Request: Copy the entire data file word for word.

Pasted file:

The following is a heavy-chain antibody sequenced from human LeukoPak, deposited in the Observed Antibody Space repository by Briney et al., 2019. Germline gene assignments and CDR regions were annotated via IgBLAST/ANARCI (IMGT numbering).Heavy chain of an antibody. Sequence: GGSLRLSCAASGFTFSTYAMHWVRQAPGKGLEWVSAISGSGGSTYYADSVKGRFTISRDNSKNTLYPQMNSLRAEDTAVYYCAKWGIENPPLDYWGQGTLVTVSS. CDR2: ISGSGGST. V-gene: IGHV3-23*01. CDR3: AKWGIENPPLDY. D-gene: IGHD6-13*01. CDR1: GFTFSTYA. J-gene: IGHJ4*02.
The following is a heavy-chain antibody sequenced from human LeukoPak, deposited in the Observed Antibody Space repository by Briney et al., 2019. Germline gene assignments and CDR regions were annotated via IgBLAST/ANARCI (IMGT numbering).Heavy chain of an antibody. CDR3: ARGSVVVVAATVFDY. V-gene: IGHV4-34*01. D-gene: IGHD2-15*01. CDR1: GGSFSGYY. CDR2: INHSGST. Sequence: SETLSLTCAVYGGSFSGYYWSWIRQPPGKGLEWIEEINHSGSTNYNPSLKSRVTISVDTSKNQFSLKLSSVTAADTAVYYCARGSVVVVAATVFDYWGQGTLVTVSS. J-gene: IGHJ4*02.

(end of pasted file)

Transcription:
The following is a heavy-chain antibody sequenced from human LeukoPak, deposited in the Observed Antibody Space repository by Briney et al., 2019. Germline gene assignments and CDR regions were annotated via IgBLAST/ANARCI (IMGT numbering).Heavy chain of an antibody. Sequence: GGSLRLSCAASGFTFSTYAMHWVRQAPGKGLEWVSAISGSGGSTYYADSVKGRFTISRDNSKNTLYPQMNSLRAEDTAVYYCAKWGIENPPLDYWGQGTLVTVSS. CDR2: ISGSGGST. V-gene: IGHV3-23*01. CDR3: AKWGIENPPLDY. D-gene: IGHD6-13*01. CDR1: GFTFSTYA. J-gene: IGHJ4*02.
The following is a heavy-chain antibody sequenced from human LeukoPak, deposited in the Observed Antibody Space repository by Briney et al., 2019. Germline gene assignments and CDR regions were annotated via IgBLAST/ANARCI (IMGT numbering).Heavy chain of an antibody. CDR3: ARGSVVVVAATVFDY. V-gene: IGHV4-34*01. D-gene: IGHD2-15*01. CDR1: GGSFSGYY. CDR2: INHSGST. Sequence: SETLSLTCAVYGGSFSGYYWSWIRQPPGKGLEWIEEINHSGSTNYNPSLKSRVTISVDTSKNQFSLKLSSVTAADTAVYYCARGSVVVVAATVFDYWGQGTLVTVSS. J-gene: IGHJ4*02.